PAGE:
Tuesday, November 14, 2017

First Home Progress Report

The first home in our off grid organic farm community has moved to the final stages, and will be completely finished within the next few months.

What's amazing about this area is even though we are out in the boondocks, so to speak, you can still obtain the things you need for day to day life, as well as any and all materials needed for grand projects like the one our first resident has undertaken.

If you remember previous posts, the home is situated on an organic farm just over 1.6 acres in size, on terrain that is heavily wooded and gently sloped. On this farm, there are coffee, cacao, platano, avocado and citrus trees, as well as a large number of old growth and newly planted trees of many varieties.

The home was built tambo style (or tumbo if you're a gringo), meaning it is off the ground, rather than excavated into the hill. This was done for several reasons:

1) it allows for air movement
2) it does not interfere as much with the local vegetation, and
3) it does not require retaining walls in order to keep water from intruding into the home.

Our first post showed the road being created to access the property, and the beginning phases of construction.

In our second post, the walls were up, windows were installed and the floor and roof were completely done. Actually, as you can see in the photo above, the roof went up first in order to provide shelter from the rains that always come during the months of September and October.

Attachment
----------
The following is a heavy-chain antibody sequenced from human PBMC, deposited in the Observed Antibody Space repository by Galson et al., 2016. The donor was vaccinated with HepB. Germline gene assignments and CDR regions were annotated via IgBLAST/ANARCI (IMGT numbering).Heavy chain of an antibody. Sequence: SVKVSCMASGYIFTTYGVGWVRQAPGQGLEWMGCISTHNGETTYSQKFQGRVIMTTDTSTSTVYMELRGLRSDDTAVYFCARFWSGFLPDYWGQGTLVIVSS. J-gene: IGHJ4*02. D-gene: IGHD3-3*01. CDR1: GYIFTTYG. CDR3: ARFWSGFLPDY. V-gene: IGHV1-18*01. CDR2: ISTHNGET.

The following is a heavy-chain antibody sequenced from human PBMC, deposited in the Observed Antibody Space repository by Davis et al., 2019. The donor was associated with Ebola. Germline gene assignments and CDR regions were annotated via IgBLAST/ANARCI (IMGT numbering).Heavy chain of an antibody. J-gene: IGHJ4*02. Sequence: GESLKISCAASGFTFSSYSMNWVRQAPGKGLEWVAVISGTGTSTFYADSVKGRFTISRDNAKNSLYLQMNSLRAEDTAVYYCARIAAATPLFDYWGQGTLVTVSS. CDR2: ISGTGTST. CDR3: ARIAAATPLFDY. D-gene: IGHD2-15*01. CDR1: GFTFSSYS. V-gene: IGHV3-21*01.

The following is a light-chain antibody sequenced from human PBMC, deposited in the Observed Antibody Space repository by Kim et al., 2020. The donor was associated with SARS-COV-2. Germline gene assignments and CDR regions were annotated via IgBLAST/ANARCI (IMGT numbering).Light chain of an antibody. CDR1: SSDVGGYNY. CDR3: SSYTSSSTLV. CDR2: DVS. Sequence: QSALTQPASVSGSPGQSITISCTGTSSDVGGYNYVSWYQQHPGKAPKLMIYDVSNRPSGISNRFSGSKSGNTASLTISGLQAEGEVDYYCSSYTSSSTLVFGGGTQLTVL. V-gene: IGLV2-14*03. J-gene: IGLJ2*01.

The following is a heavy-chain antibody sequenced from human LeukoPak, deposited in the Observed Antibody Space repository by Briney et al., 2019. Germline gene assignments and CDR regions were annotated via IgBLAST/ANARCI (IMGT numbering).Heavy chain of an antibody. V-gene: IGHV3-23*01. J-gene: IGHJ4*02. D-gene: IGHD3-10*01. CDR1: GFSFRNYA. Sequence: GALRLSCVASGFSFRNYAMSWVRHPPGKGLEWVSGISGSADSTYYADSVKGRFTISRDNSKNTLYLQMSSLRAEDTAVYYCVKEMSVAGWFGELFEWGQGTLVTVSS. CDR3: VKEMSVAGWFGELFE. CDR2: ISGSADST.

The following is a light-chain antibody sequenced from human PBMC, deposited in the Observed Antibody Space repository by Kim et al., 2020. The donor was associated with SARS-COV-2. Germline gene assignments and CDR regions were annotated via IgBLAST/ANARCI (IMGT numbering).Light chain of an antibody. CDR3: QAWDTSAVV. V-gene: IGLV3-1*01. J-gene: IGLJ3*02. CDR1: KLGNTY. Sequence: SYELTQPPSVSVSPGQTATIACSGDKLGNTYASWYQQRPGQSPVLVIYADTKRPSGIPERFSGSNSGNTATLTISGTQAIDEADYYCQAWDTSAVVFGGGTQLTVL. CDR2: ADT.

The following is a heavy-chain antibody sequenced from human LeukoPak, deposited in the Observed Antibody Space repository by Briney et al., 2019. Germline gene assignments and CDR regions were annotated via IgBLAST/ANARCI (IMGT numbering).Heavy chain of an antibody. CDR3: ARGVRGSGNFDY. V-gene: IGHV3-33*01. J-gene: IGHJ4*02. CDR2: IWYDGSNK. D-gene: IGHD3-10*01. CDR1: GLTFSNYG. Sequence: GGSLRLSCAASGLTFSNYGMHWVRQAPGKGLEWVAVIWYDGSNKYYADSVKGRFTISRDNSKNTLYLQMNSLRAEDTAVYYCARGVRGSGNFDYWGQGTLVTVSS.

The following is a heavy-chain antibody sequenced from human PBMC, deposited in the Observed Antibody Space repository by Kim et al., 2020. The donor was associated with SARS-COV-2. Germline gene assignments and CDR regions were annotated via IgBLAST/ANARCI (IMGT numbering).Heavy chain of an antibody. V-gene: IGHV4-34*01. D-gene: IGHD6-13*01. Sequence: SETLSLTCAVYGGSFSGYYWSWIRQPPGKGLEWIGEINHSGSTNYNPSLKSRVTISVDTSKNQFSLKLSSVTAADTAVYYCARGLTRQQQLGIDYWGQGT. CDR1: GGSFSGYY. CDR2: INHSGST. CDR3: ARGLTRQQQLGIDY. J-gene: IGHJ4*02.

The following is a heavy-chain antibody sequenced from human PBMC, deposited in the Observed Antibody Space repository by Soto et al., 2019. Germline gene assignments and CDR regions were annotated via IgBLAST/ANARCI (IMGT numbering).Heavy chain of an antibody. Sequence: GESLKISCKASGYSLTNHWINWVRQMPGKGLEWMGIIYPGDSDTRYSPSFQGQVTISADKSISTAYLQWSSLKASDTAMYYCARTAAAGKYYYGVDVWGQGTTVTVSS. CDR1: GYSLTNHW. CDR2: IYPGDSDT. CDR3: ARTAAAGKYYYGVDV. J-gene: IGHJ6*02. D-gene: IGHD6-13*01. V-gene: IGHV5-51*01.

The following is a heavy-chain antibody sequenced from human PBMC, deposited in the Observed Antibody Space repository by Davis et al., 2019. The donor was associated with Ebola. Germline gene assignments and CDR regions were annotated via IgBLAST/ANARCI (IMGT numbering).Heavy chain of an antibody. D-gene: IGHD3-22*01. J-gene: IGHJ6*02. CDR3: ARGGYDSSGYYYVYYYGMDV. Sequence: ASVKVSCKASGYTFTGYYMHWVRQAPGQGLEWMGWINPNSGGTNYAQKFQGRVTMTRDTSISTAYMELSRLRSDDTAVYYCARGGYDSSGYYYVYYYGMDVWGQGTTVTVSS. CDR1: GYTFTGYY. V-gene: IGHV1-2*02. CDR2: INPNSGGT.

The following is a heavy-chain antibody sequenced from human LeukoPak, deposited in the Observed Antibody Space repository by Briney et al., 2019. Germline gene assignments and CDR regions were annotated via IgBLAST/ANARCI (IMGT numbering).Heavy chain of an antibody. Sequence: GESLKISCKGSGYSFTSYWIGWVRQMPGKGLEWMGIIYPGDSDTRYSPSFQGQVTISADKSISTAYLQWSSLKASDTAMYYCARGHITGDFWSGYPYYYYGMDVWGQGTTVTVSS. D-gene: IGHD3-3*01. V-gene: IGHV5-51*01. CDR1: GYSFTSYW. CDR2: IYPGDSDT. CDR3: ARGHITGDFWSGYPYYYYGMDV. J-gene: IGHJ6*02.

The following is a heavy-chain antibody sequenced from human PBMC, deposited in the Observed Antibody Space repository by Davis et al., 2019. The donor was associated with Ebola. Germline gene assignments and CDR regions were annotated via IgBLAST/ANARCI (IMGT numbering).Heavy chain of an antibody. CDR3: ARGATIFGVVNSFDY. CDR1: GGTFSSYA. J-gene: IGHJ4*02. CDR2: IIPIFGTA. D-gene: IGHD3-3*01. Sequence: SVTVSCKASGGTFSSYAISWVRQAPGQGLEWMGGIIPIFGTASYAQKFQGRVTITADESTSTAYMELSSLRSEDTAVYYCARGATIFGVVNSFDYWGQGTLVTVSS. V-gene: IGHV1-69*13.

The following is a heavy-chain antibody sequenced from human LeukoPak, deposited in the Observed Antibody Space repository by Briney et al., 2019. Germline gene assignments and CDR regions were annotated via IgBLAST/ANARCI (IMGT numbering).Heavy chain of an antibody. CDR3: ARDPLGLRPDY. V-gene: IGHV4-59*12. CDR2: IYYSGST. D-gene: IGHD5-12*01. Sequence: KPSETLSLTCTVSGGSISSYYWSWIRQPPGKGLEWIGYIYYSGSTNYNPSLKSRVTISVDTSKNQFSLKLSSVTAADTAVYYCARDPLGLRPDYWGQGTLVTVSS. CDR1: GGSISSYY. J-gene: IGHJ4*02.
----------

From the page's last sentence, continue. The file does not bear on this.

Another benefit of building tambo style, is you get to utilize the space below the floor, which in this case was considerable.

This homeowner decided to fully utilize the entire front-facing 8 foot wide section that runs the full length of the patio. He plans to use it for storage and a shop. The space also was large enough to locate a water tank which will be used to store gray water from the kitchen and bathroom sinks and the shower, for use later on ornamental plants.

Also added was a rain water tank to store potentially potable water that is gathered from the roof and transported via standard, but large, roof gutters.

The rain water tank fills up pretty quick so the overflow goes into the gray water tank to help keep it clean by circulating the water. The valve controls the water flow to the tank, and allows an opportunity to have unclean (first rain) water bypass the tank.

Footers were poured by hand which will support short retaining walls to tie in the wrought iron security that will be installed later. These retaining walls also provide additional protection in the event of earth movement.

A larger wall was built to fully contain what would eventually be a spacious workshop and storage area.

An area was excavated to make room for a laundry and enclosed storage facility, also underneath the main level floor.

This photo shows the location of the laundry/storage room in relation to the rest of the house and the patio above.

Security screens were constructed and fitted into the openings created by the floor, posts and retaining walls. They are designed to fully open from the bottom for easy access to the shop area, and to achieve a more wide open feeling.

Finally, a floor was poured to tie it all together and make it a single unit.